Self-portrait with Police Commissioner Zörgiebel, 1929
It was 1929. The bloody May Day demonstration was shown in the newsreels. Not everything was shown, but some… enough of the savage and brutal actions of Zörgiebel’s police, the deliberate and cold-blooded murder of the defenseless workers, to get the idea. Even the good bourgeois audience at the Ufa-Palast am Zoo acknowledged the filmstrip with jeers and whistles. There were also those present that applauded the actions of Zörgiebel’s police with demonstrative clapping, including a towering Hun, who was sitting not far from Heartfield. Heartfield jumped up from his seat as if stung by a tarantula and hissed to the broad-shouldered German, “You swine! You swine!” When the performance was over, the Hun, lying in wait for Heartfield, grabbed the small, frail man by the collar: “Now you take back your insult, quickly - what did you say, what am I?” Heartfield, in an iron clamp, defenseless, barely breathing: “You are a swine.” The man knocked him to the pavement and hit him repeatedly in the face, furiously demanding: “What am I, what am I?” Him, tight-lipped: “A swine, a swine, a swine” - until he was liberated by the now-swelling crowd of passersby, bloody, bruised, half fainting.
—Wolf Reiss (Janos Reismann), Internationale Literatur 1934, no. 5, quoted in Eckhard Siepmann, Montage: John Heartfield
Further evidence of the speed and reach of the police in service to the NSDAP was the attack on the house of Hildegard Scharp. She was an acquaintance of [Heartfield] and the Gestapo took her for his wife by mistake. The day of Heartfield’s flight [from Berlin], ten SA and Gestapo broke into her home, pistols in hand and interrogated her for an hour. Thus he learned that his wife and two children would be subjected to Sippenhaft.Michael Kresja, “Comment les nazis réagirent au travail de Heartfield. 1933-1939,” trans. into French by Claude Riehl, from John Heartfield: Photomontages politiques 1930-1938 (Musées de Strasbourg, 2006)
On December 6, 1938, [Heartfield] was able to fly to London via Strasbourg and Paris with only ten other emigrants. He thus came to escape the terrible threat of the Gestapo. That the danger was imminent is evidenced by a circular from the President of the Prague Police dated May 5, 1939. It appears that the Gestapo intervention group in Bohemia had been urgently searching since April 24, 1939 for thirty-one people, mostly emigrants. Heartfield appeared at number 5 on the list. Using such lists, the Gestapo, just four days after the entrance of the Wehrmacht into Prague, arrested approximately eight hundred German and Czech Communists.Michael Kresja, “Comment les nazis réagirent au travail de Heartfield. 1933-1939,” trans. into French by Claude Riehl, from John Heartfield: Photomontages politiques 1930-1938 (Musées de Strasbourg, 2006)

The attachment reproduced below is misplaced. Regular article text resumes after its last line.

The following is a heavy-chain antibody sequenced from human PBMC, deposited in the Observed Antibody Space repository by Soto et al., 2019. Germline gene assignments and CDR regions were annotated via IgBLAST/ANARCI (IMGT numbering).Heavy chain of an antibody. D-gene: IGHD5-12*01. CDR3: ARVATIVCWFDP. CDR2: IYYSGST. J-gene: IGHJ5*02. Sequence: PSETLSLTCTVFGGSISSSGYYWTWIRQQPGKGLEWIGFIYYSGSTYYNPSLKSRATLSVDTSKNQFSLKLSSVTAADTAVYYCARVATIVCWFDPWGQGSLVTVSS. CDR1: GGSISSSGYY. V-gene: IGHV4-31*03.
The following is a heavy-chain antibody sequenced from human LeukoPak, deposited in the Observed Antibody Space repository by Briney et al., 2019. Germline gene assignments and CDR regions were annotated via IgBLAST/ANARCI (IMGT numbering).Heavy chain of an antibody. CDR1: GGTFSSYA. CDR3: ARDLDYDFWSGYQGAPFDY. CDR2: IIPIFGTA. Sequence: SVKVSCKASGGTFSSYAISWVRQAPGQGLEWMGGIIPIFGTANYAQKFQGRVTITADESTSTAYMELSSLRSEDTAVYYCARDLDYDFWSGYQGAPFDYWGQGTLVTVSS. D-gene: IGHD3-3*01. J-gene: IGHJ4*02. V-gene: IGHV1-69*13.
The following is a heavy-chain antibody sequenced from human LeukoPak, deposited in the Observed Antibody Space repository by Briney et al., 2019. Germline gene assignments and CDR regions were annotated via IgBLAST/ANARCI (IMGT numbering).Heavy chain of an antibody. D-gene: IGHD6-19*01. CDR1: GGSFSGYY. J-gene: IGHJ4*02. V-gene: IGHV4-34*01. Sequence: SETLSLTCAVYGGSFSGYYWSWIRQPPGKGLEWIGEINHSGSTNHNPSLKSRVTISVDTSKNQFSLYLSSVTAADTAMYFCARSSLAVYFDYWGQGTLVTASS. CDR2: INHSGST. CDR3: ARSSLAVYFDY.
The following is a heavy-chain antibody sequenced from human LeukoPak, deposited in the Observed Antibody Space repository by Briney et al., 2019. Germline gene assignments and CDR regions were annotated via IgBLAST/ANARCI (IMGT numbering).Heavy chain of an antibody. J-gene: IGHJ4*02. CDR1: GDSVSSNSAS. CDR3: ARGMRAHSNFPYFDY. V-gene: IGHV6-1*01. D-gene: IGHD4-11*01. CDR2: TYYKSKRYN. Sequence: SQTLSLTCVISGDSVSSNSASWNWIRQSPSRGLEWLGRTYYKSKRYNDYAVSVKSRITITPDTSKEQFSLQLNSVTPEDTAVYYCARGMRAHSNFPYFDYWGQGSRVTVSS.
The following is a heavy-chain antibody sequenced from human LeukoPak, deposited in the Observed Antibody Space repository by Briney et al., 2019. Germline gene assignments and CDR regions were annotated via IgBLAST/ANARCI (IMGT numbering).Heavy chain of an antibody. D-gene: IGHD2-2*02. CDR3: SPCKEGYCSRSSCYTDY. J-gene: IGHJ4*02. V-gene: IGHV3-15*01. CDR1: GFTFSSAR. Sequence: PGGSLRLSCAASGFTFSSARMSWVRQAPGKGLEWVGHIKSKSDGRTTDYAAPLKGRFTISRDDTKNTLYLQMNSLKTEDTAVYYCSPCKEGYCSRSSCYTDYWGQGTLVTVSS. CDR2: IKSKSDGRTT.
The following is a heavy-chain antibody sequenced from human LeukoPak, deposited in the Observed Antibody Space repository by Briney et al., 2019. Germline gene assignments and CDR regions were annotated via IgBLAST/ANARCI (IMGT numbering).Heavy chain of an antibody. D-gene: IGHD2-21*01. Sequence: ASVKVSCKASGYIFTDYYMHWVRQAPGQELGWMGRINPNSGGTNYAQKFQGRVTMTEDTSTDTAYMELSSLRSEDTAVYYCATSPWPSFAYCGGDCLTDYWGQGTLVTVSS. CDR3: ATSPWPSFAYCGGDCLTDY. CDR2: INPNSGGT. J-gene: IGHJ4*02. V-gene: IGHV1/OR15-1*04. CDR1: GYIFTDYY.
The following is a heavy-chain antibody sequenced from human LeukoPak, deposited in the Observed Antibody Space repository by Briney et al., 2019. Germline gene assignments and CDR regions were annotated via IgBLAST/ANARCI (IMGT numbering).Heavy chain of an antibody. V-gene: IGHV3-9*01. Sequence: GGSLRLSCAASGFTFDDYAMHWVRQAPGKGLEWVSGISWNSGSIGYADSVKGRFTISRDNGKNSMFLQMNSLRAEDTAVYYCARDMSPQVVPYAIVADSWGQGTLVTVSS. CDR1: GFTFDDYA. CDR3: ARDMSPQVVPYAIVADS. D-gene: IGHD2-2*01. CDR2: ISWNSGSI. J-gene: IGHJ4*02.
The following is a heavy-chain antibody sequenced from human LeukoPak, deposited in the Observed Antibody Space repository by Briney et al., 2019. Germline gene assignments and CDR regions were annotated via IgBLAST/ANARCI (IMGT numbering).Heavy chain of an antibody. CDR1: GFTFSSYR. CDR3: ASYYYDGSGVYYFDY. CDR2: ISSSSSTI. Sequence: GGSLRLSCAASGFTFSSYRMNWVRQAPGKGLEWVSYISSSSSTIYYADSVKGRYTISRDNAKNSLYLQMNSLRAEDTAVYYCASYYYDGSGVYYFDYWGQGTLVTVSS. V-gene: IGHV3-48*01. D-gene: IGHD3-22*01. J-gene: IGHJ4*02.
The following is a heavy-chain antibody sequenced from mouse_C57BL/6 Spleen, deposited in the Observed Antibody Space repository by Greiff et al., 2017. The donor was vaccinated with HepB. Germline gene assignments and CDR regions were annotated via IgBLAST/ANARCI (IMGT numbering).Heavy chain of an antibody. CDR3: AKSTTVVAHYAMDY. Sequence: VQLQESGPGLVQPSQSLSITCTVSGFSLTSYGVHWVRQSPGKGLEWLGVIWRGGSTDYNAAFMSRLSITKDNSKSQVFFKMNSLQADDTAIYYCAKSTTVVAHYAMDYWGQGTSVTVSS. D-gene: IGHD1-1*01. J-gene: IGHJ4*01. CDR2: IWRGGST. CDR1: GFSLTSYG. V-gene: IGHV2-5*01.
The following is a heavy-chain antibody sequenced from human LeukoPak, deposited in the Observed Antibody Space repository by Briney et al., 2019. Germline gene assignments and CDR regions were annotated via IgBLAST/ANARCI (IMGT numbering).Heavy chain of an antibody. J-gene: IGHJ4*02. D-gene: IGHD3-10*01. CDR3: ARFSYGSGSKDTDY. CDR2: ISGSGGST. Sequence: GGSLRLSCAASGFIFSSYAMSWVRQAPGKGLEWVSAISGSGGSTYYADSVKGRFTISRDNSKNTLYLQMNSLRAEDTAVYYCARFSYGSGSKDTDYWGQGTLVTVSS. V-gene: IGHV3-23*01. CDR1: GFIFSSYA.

No one who has once seen and spoken to this untidily and shabbily dressed Jew will be surprised, however little much he knows about Jewish physiognomy, that a man with a face of such abysmal ugliness could only bring forth ugliness…
Jews per se were never creative, but could only produce works by copying and exploiting those of others, and this Jew Heartfield was the same. All of his posters, illustrations and so on are photographs; sometimes he also put them together very cunningly, and provided them with captions…
This poster is very effective in its simplicity, and its cleverly written caption adds to the effect. Militant energy is there too, made visible not only in the title but also in the attitude of the hand. Aside from its message, it is a good poster, and was certainly effective.
Victor Hugo, Le Dernier Jour d’un Condamné / The Last Day of a Condemned Man / Die letzten Tage eines Verurteilten
Cover design (and possibly illustration) by John Heartfield, from the Kleine revolutionäre Bibliothek (Little Revolutionary Library) series published by Malik-Verlag, 1920-1923
It was in Berlin in 1933, several weeks after the beginning of the fascist darkness over Germany. The leadership of the Bund of revolutionary visual artists had called a small group of active members to an illegal meeting in the little Cafe Kühn at Spittelmarkt. We were about eight in number, including Max Keilson, Alex Keil (a Hungarian immigrant), John Heartfield and, if I’m not mistaken, the art critic [Alfred] Durus.
After undertaking a careful discussion, it may have been about 10:00 PM, we left the cafe and stood outside together for a moment to say goodbye. Immediately, we were besieged from the other side of the street, where a cop on patrol took notice of us in the course of his march and bellowed, “Break it up!”
And then something unexpected happened. John Heartfield, three heads shorter than the lanky policeman, stormed towards him with his head pushed forward, snatched his cap from his head and exclaimed in great agitation: “You, you listen here! — You have a shako on your head and I’ve just a cap! — But under this cap are more brains than under your helmet!” He gesticulated wildly as he uttered these words.
Spellbound, we stared at the two of them. How would this end? Anything was possible, because fascism had already shown its hand.
But nothing of what was to be expected, under the present circumstances, took place. Was it the shock-effect that Johnny’s unexpected attack had triggered? The cop, without saying a word, turned round on his heel as if electrified and walked away.
—Alfred Beier-Red, from “John Heartfield — Meister der Fotomontage,” 1961, quoted in Wieland Herzfelde, John Heartfield: Leben und Werk